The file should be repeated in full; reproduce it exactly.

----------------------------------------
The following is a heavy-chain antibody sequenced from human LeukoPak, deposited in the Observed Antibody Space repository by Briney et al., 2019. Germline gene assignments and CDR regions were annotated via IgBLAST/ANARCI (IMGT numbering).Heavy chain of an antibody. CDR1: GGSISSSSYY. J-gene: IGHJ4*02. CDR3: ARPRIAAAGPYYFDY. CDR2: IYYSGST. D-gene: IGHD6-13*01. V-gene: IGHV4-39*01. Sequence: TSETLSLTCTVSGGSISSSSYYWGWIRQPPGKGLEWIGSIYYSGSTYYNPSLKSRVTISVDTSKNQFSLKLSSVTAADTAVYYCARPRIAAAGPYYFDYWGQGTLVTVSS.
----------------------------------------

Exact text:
The following is a heavy-chain antibody sequenced from human LeukoPak, deposited in the Observed Antibody Space repository by Briney et al., 2019. Germline gene assignments and CDR regions were annotated via IgBLAST/ANARCI (IMGT numbering).Heavy chain of an antibody. CDR1: GGSISSSSYY. J-gene: IGHJ4*02. CDR3: ARPRIAAAGPYYFDY. CDR2: IYYSGST. D-gene: IGHD6-13*01. V-gene: IGHV4-39*01. Sequence: TSETLSLTCTVSGGSISSSSYYWGWIRQPPGKGLEWIGSIYYSGSTYYNPSLKSRVTISVDTSKNQFSLKLSSVTAADTAVYYCARPRIAAAGPYYFDYWGQGTLVTVSS.